When government troops attacked my village in Southern Sudan, my peaceful world fell apart. As a boy of seven I ran barefoot and naked into the night and joined up with streams of other boys trying to escape death or slavery. We crossed a thousand miles of war-ravaged country without hope of safety or sanctuary. I experienced a world where bullets replaced food, medicine, shelter and my loving parents. To survive, I lived on wild vegetables, ate mud from mother earth and drank urine from my own body.
When I arrived in the United States as a refugee, I had never turned on a light switch, used a telephone, or driven a car. Eventually I became acquainted with most modern things, but I still faced a much greater challenge. I’d lived with war, now I needed to learn to live with peace. Even in America I had not parted with the sound of guns or the cries of vulnerable women and children dropping next to me like leaves shaken off a tree in a storm. All those years the smell and taste of death, the vengeance, and confusion spread within me like poisons. I thought I was in hell when people talked. I thought I was dead when people laughed. I knew I was crazy-mad when other people could still smile. I held a weight as heavy as the earth and conflict as difficult to resolve as bringing peace to the world. Sanity could not exist in me while I held onto that vengeance.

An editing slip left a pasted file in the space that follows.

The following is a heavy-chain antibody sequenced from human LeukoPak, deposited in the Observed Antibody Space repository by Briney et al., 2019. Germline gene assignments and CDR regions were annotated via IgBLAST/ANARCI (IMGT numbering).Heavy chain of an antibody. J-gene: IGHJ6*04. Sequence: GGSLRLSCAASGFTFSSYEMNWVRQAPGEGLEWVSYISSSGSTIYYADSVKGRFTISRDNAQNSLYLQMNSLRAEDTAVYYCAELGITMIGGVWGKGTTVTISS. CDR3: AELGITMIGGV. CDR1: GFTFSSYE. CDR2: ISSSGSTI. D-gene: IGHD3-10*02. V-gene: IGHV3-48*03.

Now, after ten years, I have begun to realize that the gigantic hollow created within me when I was young had nothing to do with me and I couldn’t have done anything about it. Finding out that my mother is still alive in our village helped to fill the hole inside me. Speaking about my life experiences to schools, universities and community organizations and writing my memoir have also been a healing. Sharing these feelings with others lessens the burning inside me. All those years I had lived with revenge as the song in my mind. Now I’m a man wanting love, dignity and hope replanted in my heart and peace throughout the world.